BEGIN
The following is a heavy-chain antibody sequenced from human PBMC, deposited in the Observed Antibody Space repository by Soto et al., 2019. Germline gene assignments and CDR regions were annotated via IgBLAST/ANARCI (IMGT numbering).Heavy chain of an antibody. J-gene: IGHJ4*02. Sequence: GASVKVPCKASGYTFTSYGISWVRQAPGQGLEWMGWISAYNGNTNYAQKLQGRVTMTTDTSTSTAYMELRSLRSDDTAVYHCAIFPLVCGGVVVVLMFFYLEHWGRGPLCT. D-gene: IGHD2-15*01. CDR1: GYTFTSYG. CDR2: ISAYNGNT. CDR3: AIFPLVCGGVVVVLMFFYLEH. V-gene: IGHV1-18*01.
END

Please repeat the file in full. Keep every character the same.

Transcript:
The following is a heavy-chain antibody sequenced from human PBMC, deposited in the Observed Antibody Space repository by Soto et al., 2019. Germline gene assignments and CDR regions were annotated via IgBLAST/ANARCI (IMGT numbering).Heavy chain of an antibody. J-gene: IGHJ4*02. Sequence: GASVKVPCKASGYTFTSYGISWVRQAPGQGLEWMGWISAYNGNTNYAQKLQGRVTMTTDTSTSTAYMELRSLRSDDTAVYHCAIFPLVCGGVVVVLMFFYLEHWGRGPLCT. D-gene: IGHD2-15*01. CDR1: GYTFTSYG. CDR2: ISAYNGNT. CDR3: AIFPLVCGGVVVVLMFFYLEH. V-gene: IGHV1-18*01.